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Book Sections Year : 2023

Iron Availability and Homeostasis in Plants: A Review of Responses, Adaptive Mechanisms, and Signaling


Iron is an essential element for all living organisms, playing a major role in plant biochemistry as a redox catalyst based on iron redox properties. Iron is the fourth most abundant element of the Earth’s crust, but its uptake by plants is complex because it is often in insoluble forms that are not easily accessible for plants to use. The physical and chemical speciation of iron, as well as rhizosphere activity, are key factors controlling the bioavailability of Fe. Iron can be under reduced (Fe2+) or oxidized (Fe3+) ionic forms, adsorbed onto mineral surfaces, forming complexes with organic molecules, precipitated to form poorly crystalline hydroxides to highly crystalline iron oxides, or included in crystalline Fe-rich mineral phases. Plants must thus adapt to a complex and changing iron environment, and their response is finely regulated by multiple signaling pathways initiated by a diversity of stimulus perceptions. Higher plants possess two separate strategies to uptake iron from rhizosphere soil: the chelation strategy and the reduction strategy in grass and non-grass plants, respectively. Molecular actors involved in iron uptake and mobilization through the plant have been characterized for both strategies. All these processes that contribute to iron homeostasis in plants are highly regulated in response to iron availability by downstream signaling responses, some of which are characteristic signaling signatures of iron dynamics, while others are shared with other environmental stimuli. Recent research has thus revealed key transcription factors, cis-acting elements, post-translational regulators, and other molecular mechanisms controlling these genes or their encoded proteins in response to iron availability. In addition, the most recent research is increasingly highlighting the crosstalk between iron homeostasis and nutrient response regulation. These regulatory processes help to avoid plant iron concentrations building up to potential cell functioning disruptions that could adversely affect plant fitness. Indeed, when iron is in excess in the plant, it can lead to the production and accumulation of dangerous reactive oxygen species and free radicals (H2O2, HO•, O2•−, HO•2) that can cause considerable damages to most cellular components. To cope with iron oxidative stress, plants have developed defense systems involving the complementary action of antioxidant enzymes and molecular antioxidants, safe iron-storage mechanisms, and appropriate morphological adaptations.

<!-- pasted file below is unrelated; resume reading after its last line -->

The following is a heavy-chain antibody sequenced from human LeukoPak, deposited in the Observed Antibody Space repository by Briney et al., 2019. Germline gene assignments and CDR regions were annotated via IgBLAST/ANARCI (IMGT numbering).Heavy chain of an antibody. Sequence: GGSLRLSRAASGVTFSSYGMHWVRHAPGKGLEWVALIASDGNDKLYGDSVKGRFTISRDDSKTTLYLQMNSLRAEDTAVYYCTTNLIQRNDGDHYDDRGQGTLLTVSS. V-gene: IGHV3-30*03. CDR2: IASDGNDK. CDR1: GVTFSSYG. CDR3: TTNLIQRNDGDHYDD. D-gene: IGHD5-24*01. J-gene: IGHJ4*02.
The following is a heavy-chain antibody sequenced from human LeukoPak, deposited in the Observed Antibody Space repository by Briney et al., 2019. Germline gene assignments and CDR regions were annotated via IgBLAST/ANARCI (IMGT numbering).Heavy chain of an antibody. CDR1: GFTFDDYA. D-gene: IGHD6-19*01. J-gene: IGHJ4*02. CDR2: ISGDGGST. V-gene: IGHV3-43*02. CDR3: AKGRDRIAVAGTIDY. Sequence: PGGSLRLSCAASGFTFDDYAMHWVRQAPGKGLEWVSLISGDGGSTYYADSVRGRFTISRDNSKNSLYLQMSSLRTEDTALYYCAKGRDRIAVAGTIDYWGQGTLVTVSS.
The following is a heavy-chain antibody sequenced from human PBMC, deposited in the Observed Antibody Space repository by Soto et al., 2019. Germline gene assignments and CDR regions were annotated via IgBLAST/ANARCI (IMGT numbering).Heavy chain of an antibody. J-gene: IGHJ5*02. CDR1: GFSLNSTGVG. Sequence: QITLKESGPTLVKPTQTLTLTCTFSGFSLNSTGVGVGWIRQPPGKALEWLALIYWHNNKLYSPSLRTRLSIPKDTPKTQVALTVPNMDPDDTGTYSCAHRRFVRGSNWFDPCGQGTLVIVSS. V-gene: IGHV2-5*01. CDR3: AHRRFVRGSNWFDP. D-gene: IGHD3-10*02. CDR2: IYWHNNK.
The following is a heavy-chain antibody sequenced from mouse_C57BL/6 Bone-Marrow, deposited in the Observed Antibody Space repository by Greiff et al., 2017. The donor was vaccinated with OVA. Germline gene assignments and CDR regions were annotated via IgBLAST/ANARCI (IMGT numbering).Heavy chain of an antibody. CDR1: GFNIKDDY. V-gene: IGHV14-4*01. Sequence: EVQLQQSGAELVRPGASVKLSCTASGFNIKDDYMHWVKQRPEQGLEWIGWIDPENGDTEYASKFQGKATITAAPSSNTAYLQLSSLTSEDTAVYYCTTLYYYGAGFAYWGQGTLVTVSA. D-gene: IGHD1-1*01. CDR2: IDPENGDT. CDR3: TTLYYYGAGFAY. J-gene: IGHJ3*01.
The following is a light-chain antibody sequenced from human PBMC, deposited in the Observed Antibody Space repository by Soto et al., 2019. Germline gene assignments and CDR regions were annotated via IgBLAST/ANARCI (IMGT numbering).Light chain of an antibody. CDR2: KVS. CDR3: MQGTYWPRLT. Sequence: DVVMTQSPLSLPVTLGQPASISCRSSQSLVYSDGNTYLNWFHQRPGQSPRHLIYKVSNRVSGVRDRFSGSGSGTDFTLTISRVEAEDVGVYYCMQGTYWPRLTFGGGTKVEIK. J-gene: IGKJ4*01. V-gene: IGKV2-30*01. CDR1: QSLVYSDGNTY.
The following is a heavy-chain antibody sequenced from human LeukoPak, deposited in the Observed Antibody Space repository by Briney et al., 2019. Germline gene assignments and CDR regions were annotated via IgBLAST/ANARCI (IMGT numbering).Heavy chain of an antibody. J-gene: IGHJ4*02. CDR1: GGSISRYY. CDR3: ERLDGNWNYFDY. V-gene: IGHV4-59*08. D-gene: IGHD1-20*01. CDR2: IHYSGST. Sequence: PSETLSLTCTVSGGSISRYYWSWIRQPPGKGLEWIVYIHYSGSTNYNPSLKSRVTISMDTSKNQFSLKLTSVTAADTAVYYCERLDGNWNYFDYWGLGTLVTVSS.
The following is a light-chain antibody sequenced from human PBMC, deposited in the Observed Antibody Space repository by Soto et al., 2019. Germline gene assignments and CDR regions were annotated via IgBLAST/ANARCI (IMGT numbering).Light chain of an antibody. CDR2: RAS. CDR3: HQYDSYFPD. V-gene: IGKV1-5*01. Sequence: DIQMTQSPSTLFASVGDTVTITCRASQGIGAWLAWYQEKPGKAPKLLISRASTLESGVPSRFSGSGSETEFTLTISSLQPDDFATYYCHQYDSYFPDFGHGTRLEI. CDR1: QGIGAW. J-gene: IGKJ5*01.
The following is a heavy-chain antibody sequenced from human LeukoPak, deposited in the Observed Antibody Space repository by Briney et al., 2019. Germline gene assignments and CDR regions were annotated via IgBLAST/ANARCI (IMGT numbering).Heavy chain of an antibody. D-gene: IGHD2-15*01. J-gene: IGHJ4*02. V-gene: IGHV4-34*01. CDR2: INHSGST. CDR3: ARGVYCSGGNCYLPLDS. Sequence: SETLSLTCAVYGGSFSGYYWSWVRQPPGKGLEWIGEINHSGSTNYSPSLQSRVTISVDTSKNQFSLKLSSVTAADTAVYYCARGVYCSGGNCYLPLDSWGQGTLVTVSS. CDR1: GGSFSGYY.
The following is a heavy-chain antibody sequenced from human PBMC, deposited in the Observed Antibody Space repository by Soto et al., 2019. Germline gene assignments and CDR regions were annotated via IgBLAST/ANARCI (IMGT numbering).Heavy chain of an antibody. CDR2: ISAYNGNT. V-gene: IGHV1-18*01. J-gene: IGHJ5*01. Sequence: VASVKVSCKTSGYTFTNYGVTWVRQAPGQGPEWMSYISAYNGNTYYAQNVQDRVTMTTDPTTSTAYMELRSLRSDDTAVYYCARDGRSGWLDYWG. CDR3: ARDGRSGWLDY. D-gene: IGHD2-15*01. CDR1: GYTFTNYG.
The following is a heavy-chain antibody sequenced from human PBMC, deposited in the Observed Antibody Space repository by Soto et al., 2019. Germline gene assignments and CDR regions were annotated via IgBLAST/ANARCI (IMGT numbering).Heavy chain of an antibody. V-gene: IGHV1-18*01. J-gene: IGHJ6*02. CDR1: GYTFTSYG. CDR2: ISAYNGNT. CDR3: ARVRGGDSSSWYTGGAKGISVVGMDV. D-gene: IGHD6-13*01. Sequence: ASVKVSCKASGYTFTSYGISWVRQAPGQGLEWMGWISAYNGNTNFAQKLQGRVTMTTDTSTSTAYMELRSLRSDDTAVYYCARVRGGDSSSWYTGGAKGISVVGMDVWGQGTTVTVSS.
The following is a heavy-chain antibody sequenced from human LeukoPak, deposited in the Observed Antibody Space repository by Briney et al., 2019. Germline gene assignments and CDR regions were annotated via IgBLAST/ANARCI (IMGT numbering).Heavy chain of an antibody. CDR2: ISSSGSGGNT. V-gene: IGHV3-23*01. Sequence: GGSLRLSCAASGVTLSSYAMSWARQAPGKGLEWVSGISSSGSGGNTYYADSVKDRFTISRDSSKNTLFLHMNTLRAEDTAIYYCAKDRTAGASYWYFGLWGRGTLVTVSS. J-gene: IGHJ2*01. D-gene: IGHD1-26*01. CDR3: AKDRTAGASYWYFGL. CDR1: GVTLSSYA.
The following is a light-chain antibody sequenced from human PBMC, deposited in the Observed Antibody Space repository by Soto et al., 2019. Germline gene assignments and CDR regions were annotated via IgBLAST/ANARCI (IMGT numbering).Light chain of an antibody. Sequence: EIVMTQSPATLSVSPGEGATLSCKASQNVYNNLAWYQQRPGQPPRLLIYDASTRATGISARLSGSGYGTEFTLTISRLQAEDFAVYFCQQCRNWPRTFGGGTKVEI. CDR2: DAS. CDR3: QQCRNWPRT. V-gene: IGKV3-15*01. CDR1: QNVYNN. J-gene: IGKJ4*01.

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insu-04048570 , version 1 (28-03-2023)



Nolenn Kermeur, Mathieu Pédrot, Francisco Cabello-Hurtado. Iron Availability and Homeostasis in Plants: A Review of Responses, Adaptive Mechanisms, and Signaling. Ivan Couée (Ed.). Plant Abiotic Stress Signaling, 2642, Springer US, pp.49-81, 2023, Methods in Molecular Biology, n°2642, ⟨10.1007/978-1-0716-3044-0_3⟩. ⟨insu-04048570⟩
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